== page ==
Myself and CCVS can help with interview tips, we’ll dedicate a whole piece on that alone in future.

No matter how it goes, do celebrate your achievement: it is challenging to find a suitable role, and you should be very proud of yourself for having taken the challenge on!

Taking volunteering to the public online 

By Chris Trevorrow. February 2022.

Bright yellow table, with computer keyboard and digital tablet
Photo by Georgie Cobbs on Unsplash

The last couple of years has resulted in many of us rethinking how we do things. In early 2022 CCVS decided to host some free online volunteer fairs, aimed at the public, to support local voluntary groups with the challenging task of recruiting the volunteers they need. Our aim was to capitalise on people’s New Year resolutions and the loosening of Covid restrictions and help raise the profile of volunteering for local groups. Although the fairs were tied in with the City Council Volunteer for Cambridge initiative, many of the groups involved are looking to recruit volunteers throughout the county.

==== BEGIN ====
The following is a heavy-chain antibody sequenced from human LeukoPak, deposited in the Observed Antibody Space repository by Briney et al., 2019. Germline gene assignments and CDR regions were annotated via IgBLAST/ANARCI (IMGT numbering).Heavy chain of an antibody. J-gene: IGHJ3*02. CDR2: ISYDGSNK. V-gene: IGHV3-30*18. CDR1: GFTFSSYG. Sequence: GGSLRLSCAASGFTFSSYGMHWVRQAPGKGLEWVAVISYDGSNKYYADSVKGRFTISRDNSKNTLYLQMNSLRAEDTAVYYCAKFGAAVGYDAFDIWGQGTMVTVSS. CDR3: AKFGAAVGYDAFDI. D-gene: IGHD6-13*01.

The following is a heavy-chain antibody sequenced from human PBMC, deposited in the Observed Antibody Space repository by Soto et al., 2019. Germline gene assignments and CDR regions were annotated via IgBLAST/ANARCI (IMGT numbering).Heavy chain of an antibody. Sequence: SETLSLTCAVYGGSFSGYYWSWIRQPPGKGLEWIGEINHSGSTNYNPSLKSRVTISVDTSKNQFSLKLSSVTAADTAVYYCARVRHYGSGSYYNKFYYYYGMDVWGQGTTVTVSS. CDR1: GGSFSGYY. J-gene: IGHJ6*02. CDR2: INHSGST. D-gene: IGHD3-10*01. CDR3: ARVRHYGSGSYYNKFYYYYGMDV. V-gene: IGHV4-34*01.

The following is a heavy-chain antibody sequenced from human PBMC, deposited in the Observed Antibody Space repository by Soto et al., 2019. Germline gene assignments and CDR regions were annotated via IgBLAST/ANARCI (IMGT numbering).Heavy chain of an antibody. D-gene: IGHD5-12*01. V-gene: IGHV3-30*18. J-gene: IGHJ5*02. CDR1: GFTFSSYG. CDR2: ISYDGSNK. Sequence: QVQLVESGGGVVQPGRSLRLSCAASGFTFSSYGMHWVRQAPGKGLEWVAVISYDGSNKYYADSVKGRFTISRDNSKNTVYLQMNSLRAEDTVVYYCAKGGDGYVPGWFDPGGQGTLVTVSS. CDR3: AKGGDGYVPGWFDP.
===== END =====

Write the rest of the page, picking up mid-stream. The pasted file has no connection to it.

We know from research1 that to attract more people into volunteering groups need to be visible, accessible and flexible. People showed during the pandemic that they were interested in helping others, but now with their lives starting to return to something like normal, many feel they lack time to commit and don’t know where to find roles that are a good fit for them. Our volunteer fairs looked to highlight a few of the many volunteer opportunities available, with varying levels of flexibility and time requirements. It also gave people the chance to put a face to a group and invited them to ask questions and fill in a simple form or contact the group direct to hear more.